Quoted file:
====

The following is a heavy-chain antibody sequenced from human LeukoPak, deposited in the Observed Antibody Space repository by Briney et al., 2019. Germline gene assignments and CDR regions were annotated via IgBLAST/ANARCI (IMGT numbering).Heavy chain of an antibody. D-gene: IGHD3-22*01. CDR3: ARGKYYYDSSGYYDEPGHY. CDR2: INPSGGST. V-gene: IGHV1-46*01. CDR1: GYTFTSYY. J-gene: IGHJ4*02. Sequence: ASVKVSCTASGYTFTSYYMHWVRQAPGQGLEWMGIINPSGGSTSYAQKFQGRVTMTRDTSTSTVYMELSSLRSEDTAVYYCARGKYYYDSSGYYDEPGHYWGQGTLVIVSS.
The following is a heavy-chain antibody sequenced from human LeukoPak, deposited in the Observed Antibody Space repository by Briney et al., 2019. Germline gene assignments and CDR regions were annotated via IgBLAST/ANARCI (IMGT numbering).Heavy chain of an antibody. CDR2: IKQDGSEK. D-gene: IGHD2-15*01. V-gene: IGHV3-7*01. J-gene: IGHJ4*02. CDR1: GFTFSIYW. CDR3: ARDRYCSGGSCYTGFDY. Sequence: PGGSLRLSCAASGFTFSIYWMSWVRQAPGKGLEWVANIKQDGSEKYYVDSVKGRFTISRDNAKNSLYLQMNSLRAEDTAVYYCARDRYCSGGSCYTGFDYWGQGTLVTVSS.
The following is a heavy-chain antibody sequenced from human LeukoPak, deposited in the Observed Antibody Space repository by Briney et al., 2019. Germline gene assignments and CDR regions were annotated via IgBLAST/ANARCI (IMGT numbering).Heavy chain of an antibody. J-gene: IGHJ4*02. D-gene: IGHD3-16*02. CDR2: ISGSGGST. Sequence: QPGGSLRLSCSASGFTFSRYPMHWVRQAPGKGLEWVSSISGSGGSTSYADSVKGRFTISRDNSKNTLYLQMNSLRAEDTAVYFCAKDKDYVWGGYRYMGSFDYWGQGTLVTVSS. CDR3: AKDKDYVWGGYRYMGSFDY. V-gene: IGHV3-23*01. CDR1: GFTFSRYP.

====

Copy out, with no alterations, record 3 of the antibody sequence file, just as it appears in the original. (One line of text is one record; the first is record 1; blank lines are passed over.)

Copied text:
The following is a heavy-chain antibody sequenced from human LeukoPak, deposited in the Observed Antibody Space repository by Briney et al., 2019. Germline gene assignments and CDR regions were annotated via IgBLAST/ANARCI (IMGT numbering).Heavy chain of an antibody. J-gene: IGHJ4*02. D-gene: IGHD3-16*02. CDR2: ISGSGGST. Sequence: QPGGSLRLSCSASGFTFSRYPMHWVRQAPGKGLEWVSSISGSGGSTSYADSVKGRFTISRDNSKNTLYLQMNSLRAEDTAVYFCAKDKDYVWGGYRYMGSFDYWGQGTLVTVSS. CDR3: AKDKDYVWGGYRYMGSFDY. V-gene: IGHV3-23*01. CDR1: GFTFSRYP.